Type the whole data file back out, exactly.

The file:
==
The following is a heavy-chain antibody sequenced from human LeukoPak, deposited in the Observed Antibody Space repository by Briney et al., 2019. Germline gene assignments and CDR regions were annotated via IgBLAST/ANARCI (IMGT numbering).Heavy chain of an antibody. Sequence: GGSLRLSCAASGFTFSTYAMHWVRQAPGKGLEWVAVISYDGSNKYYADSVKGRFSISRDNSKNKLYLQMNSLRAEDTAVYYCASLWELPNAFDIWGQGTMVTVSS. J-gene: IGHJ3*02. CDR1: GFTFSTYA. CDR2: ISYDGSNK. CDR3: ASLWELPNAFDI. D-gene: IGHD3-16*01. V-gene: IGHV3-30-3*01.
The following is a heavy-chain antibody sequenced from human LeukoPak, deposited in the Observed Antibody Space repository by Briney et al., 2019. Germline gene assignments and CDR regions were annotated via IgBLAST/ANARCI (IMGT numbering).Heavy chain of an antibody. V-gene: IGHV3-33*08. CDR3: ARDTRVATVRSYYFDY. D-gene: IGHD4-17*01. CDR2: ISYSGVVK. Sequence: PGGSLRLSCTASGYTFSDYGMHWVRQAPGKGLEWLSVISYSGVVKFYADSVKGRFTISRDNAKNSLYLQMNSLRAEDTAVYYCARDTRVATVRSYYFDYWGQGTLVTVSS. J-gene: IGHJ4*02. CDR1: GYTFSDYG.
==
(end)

The following is a heavy-chain antibody sequenced from human LeukoPak, deposited in the Observed Antibody Space repository by Briney et al., 2019. Germline gene assignments and CDR regions were annotated via IgBLAST/ANARCI (IMGT numbering).Heavy chain of an antibody. Sequence: GGSLRLSCAASGFTFSTYAMHWVRQAPGKGLEWVAVISYDGSNKYYADSVKGRFSISRDNSKNKLYLQMNSLRAEDTAVYYCASLWELPNAFDIWGQGTMVTVSS. J-gene: IGHJ3*02. CDR1: GFTFSTYA. CDR2: ISYDGSNK. CDR3: ASLWELPNAFDI. D-gene: IGHD3-16*01. V-gene: IGHV3-30-3*01.
The following is a heavy-chain antibody sequenced from human LeukoPak, deposited in the Observed Antibody Space repository by Briney et al., 2019. Germline gene assignments and CDR regions were annotated via IgBLAST/ANARCI (IMGT numbering).Heavy chain of an antibody. V-gene: IGHV3-33*08. CDR3: ARDTRVATVRSYYFDY. D-gene: IGHD4-17*01. CDR2: ISYSGVVK. Sequence: PGGSLRLSCTASGYTFSDYGMHWVRQAPGKGLEWLSVISYSGVVKFYADSVKGRFTISRDNAKNSLYLQMNSLRAEDTAVYYCARDTRVATVRSYYFDYWGQGTLVTVSS. J-gene: IGHJ4*02. CDR1: GYTFSDYG.